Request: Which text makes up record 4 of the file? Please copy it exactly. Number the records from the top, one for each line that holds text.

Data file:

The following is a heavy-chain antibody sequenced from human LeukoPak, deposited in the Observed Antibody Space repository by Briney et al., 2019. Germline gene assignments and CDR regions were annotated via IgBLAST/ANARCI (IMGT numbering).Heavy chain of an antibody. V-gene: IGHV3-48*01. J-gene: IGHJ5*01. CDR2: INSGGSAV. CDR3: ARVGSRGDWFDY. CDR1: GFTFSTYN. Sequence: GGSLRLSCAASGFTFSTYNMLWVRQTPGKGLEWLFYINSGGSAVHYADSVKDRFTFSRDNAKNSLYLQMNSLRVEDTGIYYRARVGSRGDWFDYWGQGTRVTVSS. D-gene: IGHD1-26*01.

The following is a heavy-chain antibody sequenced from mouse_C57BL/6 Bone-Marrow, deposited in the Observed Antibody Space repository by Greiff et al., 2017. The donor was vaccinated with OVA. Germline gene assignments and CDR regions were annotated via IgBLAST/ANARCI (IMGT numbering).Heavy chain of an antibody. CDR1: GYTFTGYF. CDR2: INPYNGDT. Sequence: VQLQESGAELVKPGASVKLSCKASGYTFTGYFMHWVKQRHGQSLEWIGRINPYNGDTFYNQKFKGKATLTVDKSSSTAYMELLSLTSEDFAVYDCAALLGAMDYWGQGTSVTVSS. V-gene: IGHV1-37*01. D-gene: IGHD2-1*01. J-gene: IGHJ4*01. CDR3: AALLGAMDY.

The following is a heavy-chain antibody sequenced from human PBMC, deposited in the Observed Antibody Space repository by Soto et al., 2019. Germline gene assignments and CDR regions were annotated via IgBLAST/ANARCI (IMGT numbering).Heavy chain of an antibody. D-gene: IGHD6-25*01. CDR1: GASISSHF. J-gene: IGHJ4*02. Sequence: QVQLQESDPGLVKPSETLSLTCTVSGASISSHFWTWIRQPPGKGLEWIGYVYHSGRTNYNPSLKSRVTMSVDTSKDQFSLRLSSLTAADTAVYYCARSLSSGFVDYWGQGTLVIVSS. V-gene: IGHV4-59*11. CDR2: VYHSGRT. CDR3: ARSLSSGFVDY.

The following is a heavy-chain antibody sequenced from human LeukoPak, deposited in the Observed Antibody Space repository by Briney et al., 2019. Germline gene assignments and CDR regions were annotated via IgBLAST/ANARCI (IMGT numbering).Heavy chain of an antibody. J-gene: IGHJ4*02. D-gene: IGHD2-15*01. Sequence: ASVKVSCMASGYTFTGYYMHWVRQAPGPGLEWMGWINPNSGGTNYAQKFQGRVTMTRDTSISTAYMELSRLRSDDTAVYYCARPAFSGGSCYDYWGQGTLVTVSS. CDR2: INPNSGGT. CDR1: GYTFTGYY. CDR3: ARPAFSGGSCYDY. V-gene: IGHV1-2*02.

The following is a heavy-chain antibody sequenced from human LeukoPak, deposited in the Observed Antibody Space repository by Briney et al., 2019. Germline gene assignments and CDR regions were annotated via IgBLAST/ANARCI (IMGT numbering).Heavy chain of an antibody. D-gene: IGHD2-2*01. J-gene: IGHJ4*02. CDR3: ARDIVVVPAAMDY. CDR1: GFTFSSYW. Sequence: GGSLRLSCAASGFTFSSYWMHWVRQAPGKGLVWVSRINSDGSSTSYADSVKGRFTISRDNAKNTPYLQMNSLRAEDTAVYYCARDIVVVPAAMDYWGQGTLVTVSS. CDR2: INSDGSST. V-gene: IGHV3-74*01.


The following is a heavy-chain antibody sequenced from human LeukoPak, deposited in the Observed Antibody Space repository by Briney et al., 2019. Germline gene assignments and CDR regions were annotated via IgBLAST/ANARCI (IMGT numbering).Heavy chain of an antibody. J-gene: IGHJ4*02. D-gene: IGHD2-15*01. Sequence: ASVKVSCMASGYTFTGYYMHWVRQAPGPGLEWMGWINPNSGGTNYAQKFQGRVTMTRDTSISTAYMELSRLRSDDTAVYYCARPAFSGGSCYDYWGQGTLVTVSS. CDR2: INPNSGGT. CDR1: GYTFTGYY. CDR3: ARPAFSGGSCYDY. V-gene: IGHV1-2*02.